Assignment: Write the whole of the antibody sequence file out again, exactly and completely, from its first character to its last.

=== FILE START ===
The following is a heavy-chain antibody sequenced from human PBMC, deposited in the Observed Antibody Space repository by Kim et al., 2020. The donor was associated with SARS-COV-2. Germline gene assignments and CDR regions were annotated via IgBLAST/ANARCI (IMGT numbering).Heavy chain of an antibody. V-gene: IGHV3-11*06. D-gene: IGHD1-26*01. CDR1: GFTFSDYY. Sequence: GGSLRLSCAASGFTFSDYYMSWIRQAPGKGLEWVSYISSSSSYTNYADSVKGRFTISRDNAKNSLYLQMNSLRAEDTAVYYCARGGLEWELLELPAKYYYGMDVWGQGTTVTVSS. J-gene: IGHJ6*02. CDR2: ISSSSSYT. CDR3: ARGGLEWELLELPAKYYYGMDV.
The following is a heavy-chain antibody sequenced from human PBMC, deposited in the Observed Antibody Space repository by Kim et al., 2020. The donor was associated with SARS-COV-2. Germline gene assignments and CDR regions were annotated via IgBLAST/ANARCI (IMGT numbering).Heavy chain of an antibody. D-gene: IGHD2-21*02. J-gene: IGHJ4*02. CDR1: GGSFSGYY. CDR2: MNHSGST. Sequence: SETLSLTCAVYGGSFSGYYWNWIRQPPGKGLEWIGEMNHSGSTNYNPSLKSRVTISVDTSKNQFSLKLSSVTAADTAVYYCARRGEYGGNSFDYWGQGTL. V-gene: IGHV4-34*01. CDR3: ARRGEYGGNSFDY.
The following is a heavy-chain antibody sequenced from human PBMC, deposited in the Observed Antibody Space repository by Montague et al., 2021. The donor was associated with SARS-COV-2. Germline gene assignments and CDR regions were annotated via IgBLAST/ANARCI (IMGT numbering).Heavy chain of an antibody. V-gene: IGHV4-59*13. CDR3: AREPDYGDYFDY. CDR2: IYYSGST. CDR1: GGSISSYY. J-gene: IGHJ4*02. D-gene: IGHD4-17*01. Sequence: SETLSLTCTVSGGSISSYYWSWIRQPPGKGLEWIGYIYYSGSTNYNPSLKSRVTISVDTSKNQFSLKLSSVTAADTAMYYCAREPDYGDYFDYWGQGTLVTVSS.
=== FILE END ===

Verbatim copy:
The following is a heavy-chain antibody sequenced from human PBMC, deposited in the Observed Antibody Space repository by Kim et al., 2020. The donor was associated with SARS-COV-2. Germline gene assignments and CDR regions were annotated via IgBLAST/ANARCI (IMGT numbering).Heavy chain of an antibody. V-gene: IGHV3-11*06. D-gene: IGHD1-26*01. CDR1: GFTFSDYY. Sequence: GGSLRLSCAASGFTFSDYYMSWIRQAPGKGLEWVSYISSSSSYTNYADSVKGRFTISRDNAKNSLYLQMNSLRAEDTAVYYCARGGLEWELLELPAKYYYGMDVWGQGTTVTVSS. J-gene: IGHJ6*02. CDR2: ISSSSSYT. CDR3: ARGGLEWELLELPAKYYYGMDV.
The following is a heavy-chain antibody sequenced from human PBMC, deposited in the Observed Antibody Space repository by Kim et al., 2020. The donor was associated with SARS-COV-2. Germline gene assignments and CDR regions were annotated via IgBLAST/ANARCI (IMGT numbering).Heavy chain of an antibody. D-gene: IGHD2-21*02. J-gene: IGHJ4*02. CDR1: GGSFSGYY. CDR2: MNHSGST. Sequence: SETLSLTCAVYGGSFSGYYWNWIRQPPGKGLEWIGEMNHSGSTNYNPSLKSRVTISVDTSKNQFSLKLSSVTAADTAVYYCARRGEYGGNSFDYWGQGTL. V-gene: IGHV4-34*01. CDR3: ARRGEYGGNSFDY.
The following is a heavy-chain antibody sequenced from human PBMC, deposited in the Observed Antibody Space repository by Montague et al., 2021. The donor was associated with SARS-COV-2. Germline gene assignments and CDR regions were annotated via IgBLAST/ANARCI (IMGT numbering).Heavy chain of an antibody. V-gene: IGHV4-59*13. CDR3: AREPDYGDYFDY. CDR2: IYYSGST. CDR1: GGSISSYY. J-gene: IGHJ4*02. D-gene: IGHD4-17*01. Sequence: SETLSLTCTVSGGSISSYYWSWIRQPPGKGLEWIGYIYYSGSTNYNPSLKSRVTISVDTSKNQFSLKLSSVTAADTAMYYCAREPDYGDYFDYWGQGTLVTVSS.